There’s too much art hiding in studios, basements, and garages.
If you have a problem with overflowing inventory, especially a lot of earlier art that you aren’t excited about showing, how about finding new homes for that work? At the same time, you’ll create room for new art, support a good cause, and earn income.
Organize a Fundraiser
Yep, I’m talking about a fundraiser.
Now before you cut me off because you think I’m going to tell you to donate your art, hang tight. Just the opposite is true because you’re going to make money on this fundraiser.
There must be a cause that is close to your heart: animals, the environment, education, an art center. Pick one and ask a nonprofit organization to partner with you.
This partnership is key because the organization should have a solid list
Art buyers might seem intimidating and self-assured, but they often have as many insecurities about the process as you do. They are sensitive to signals and opinions from you and from others. It’s your job to reassure them that they are making the right decisions. Without that positive signal from you, they might think they are being tricked instead of treated. Here are a few things that will scare off your audience and potential fans this Halloween.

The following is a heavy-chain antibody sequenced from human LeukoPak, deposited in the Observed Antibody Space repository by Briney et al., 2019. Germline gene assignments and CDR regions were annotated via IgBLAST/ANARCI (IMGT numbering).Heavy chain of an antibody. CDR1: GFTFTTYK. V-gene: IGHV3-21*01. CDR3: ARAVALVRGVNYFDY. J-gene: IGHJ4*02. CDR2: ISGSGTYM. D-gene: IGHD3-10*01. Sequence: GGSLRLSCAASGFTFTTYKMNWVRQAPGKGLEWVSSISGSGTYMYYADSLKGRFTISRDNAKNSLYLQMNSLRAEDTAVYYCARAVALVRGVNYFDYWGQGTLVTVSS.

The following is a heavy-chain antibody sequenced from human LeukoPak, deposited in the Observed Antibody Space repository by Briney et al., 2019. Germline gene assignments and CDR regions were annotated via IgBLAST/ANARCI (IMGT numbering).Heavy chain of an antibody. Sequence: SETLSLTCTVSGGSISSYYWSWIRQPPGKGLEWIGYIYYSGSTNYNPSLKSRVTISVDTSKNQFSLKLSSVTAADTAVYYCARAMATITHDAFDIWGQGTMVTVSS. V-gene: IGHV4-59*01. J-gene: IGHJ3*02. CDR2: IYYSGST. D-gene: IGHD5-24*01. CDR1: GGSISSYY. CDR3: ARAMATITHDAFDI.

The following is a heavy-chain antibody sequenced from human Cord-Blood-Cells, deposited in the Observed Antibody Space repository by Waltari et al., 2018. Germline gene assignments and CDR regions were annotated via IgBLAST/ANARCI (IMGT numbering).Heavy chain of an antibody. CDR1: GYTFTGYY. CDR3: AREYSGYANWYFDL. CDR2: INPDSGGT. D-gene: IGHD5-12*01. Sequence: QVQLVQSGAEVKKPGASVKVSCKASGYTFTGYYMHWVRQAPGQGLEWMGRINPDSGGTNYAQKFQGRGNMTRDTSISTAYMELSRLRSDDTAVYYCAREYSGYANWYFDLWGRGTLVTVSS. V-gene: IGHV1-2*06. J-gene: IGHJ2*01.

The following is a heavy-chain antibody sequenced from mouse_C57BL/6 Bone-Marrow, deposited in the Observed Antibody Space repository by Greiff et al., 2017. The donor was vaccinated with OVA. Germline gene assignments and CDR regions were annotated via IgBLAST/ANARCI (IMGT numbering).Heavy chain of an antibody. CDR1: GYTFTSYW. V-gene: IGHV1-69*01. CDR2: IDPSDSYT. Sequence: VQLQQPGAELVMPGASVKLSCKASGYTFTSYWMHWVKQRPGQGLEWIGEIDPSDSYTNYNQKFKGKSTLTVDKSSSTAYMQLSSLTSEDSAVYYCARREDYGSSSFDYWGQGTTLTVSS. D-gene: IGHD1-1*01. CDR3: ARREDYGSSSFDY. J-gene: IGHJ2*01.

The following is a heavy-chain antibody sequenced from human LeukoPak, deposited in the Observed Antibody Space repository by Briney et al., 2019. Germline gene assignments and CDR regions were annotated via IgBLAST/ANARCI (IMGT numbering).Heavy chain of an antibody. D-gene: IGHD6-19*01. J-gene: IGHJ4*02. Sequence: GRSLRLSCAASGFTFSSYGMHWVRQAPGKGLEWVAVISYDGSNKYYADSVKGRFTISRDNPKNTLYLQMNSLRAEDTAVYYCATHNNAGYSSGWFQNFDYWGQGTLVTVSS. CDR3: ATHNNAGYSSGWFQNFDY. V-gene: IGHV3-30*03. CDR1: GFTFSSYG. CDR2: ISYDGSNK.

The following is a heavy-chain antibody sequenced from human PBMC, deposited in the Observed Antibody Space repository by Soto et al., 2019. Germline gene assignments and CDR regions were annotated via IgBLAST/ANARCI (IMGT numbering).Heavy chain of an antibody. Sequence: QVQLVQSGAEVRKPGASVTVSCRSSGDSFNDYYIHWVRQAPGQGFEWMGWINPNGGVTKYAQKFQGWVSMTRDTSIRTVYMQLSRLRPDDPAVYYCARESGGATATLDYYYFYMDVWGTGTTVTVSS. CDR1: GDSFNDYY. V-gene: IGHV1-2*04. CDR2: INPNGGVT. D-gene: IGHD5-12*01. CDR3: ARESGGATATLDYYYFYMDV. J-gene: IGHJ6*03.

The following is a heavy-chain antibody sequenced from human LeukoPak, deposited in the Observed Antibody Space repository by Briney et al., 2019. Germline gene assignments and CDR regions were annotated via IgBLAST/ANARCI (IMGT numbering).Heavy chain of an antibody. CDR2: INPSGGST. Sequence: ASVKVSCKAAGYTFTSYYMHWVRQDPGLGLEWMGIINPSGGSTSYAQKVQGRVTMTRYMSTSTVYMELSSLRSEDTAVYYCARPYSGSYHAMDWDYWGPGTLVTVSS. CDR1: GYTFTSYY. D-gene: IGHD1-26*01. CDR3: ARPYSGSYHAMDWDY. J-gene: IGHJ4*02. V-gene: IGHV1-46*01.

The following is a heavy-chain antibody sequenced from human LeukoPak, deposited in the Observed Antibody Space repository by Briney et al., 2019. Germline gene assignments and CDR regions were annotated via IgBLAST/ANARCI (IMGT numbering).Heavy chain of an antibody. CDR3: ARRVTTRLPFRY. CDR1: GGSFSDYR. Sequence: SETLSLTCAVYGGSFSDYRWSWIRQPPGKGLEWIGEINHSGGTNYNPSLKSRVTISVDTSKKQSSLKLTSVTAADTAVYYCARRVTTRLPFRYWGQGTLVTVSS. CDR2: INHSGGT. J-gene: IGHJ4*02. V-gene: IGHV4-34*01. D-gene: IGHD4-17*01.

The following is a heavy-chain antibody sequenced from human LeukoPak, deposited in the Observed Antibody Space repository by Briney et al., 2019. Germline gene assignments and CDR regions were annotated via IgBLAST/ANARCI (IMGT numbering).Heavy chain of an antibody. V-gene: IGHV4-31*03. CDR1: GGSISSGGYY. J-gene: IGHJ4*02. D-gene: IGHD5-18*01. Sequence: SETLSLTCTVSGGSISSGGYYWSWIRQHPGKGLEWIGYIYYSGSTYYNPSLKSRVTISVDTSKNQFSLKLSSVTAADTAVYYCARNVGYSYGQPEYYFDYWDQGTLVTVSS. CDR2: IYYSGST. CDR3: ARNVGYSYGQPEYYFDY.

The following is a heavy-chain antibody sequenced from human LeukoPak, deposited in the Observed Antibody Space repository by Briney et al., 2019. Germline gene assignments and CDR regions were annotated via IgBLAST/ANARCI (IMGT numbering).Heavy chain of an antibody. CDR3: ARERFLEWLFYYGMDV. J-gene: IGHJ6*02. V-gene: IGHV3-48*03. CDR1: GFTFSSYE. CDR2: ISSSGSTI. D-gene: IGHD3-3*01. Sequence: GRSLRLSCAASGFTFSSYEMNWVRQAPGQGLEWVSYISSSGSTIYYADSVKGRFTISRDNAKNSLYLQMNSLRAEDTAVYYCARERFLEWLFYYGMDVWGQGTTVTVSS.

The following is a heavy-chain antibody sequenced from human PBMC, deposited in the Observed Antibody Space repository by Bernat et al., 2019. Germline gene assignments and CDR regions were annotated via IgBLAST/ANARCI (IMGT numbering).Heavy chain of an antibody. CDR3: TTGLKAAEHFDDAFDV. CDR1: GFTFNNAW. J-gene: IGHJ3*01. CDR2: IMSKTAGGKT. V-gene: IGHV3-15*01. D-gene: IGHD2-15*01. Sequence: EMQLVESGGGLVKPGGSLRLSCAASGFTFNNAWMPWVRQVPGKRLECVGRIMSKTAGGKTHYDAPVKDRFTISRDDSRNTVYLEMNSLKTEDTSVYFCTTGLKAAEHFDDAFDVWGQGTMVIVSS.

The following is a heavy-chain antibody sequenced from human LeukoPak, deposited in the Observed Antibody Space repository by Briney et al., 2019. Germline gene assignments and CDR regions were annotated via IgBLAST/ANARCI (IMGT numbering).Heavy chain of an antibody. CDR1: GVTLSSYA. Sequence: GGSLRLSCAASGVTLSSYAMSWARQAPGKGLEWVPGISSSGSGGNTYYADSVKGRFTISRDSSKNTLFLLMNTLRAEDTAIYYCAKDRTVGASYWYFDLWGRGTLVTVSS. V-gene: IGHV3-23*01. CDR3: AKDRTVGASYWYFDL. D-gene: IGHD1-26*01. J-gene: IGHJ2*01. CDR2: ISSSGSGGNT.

Your contact list is your #1 asset, but you have to nurture it. You must grow it, feed it, and hold it precious. It is from your list that 80% of your sales will come, if you do the work. That’s why I have called the process of list-building “cultivating collectors” since 2002. It’s not “get collectors quick!” or “sell art right now!”
Artist Carol McArdle has sold 45 original works of art over the past five or six years – on her own – without participating in art festivals. She breaks down the 16 different ways those 45 paintings found new homes.
Lisa Call recently replaced PayPal “Buy It Now” buttons with an E-junkie shopping cart for selling artwork on her art website: lisacall.com. She tells you why she made the switch in this guest post.
Many of you already know about Internet scams, but I need to emphasize the importance of being vigilant and asking a lot of questions when someone expresses interest in your art through email.
Slapping a SALE sign on one’s art isn’t always a good idea. Certain types of art lend themselves better to sales and you should never put your newest work on sale. Read on for 5 short tips.
You may feel that your art isn’t selling as well as you’d like. You could be bummed and negative that your art isn’t getting the recognition you think it deserves OR you could invest in your future and persevere. Remember . . . the choice is yours.
Audio version of the newsletter. Remember to persevere. If you believe in what you do, invest in your future and persevere. I believe persistence is the number one reason most artists succeed.
You are not in a position to float loans to your art gallery. It’s their responsibility to make sure they have the financial means to stay in business. But, if you want to maintain a good relationship with the gallery and don’t want them to go under, put them at ease.